UPPER EAST SIDE — It’s two generations of misery.
Tragedy continues to plague the family of a multimillionaire philanthropist whose deranged son allegedly stabbed her to death two years ago.
First Barbara Fischler was brutally murdered by her shut-in son in her Upper East Side apartment on July 2, 2011, according to Manhattan prosecutors. Then a Manhattan Surrogate's Court judge barred her second husband, Burton Fischler, from administering her colossal fortune after he lost $4.3 million in risky investments inside of six months.
Then, earlier this year, Barbara’s other son, Kenneth Schwartz, committed suicide after complaining in court papers that his stepdad’s dangerous daytrading jeopardized his inheritance and that losing his pill-popping mom left him without any emotional support.
The family's dysfunction continued late last month when Steven Schwartz — Fischler’s first husband and Kenneth’s biological father — demanded that a Manhattan Surrogate’s Court judge punish Burton Fischler for ignoring an order to provide a full accounting of how he managed the dead woman’s money.
Barbara, who ran the Weiden Schwartz Fischler Family Foundation, was 67 when her son Jonathan Schwartz allegedly stabbed her in the apartment they shared on East 85th Street. Jonathan, 44, was charged with murder and is awaiting trial in Manhattan Supreme Court.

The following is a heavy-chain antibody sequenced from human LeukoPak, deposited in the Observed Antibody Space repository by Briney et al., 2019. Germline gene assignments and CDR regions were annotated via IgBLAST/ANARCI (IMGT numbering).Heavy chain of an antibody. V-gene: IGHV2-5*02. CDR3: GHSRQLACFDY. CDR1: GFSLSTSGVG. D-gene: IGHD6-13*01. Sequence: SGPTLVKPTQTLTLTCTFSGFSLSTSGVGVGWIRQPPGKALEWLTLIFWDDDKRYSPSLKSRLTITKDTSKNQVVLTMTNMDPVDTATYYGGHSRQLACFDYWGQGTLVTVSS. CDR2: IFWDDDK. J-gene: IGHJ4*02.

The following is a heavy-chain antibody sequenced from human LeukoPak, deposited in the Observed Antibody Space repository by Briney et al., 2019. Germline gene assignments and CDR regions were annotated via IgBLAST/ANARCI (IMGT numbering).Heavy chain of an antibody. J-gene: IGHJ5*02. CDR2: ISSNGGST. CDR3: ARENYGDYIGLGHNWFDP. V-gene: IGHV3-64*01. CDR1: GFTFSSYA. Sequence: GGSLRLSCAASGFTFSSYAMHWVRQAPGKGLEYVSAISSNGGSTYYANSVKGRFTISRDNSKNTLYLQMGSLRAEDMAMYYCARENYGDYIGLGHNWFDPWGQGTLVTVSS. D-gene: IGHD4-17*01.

Because Burton, 61, and Barbara had a pre-nuptial agreement, Kenneth became the main beneficiary of her fortune. But at the time the 37-year-old man lived alone and was unemployed, having survived on the largesse of his mother for the past decade.
He also had no financial experience, so he agreed to have Burton administer his mom’s money for him.
Less than a year after his mom’s death, Kenneth realized he had made a bad decision.
He filed a petition on April 13, 2012, in Manhattan Surrogate’s Court, demanding that a judge remove Burton as the administrator. The petition claimed that in July 2011 Burton started daytrading money from Barbara’s $5 million Charles Schwab account, but by January 2012, only $700,000 remained in the fund.
Kenneth claimed when he agreed to have Burton — who had little money of his own — manage his mom’s money, he didn’t realize there could be a conflict of interest.
“When my brother murdered my mother, I was shocked and despondent,” Jonathan wrote in an affidavit in 2012. “At that point in time, Burt was the closest thing I had to family, and appeared to be my sole source of financial and emotional support.”
The affidavit also describes a sad family life, where his brother Jonathan stayed in his room with his doors closed most days. Meanwhile, Barbara was largely bedridden with health problems and battling a painkiller addiction, according to the affidavit.
In a response affidavit, Burton said he had managed Barbara’s money while she was living and she had urged him “to make risky investments to see if she could grow [the] account into an amount that might provide for the financial future of her two sons.”
He claimed that after her death he couldn’t immediately untie her assets from the high-risk investment.
The judge didn't buy that excuse and booted him as the administrator in July 2012. He was replaced by Kenneth’s dad, Stephen, even though he and his son did not have a close relationship.
On Jan. 12, 2013, Kenneth committed suicide.
Late last month, Stephen Schwartz asked a judge to punish Burton for blowing a court-ordered deadline to provide an accounting of what he did with Barbara’s money.
Burton did not respond to phone calls for comment.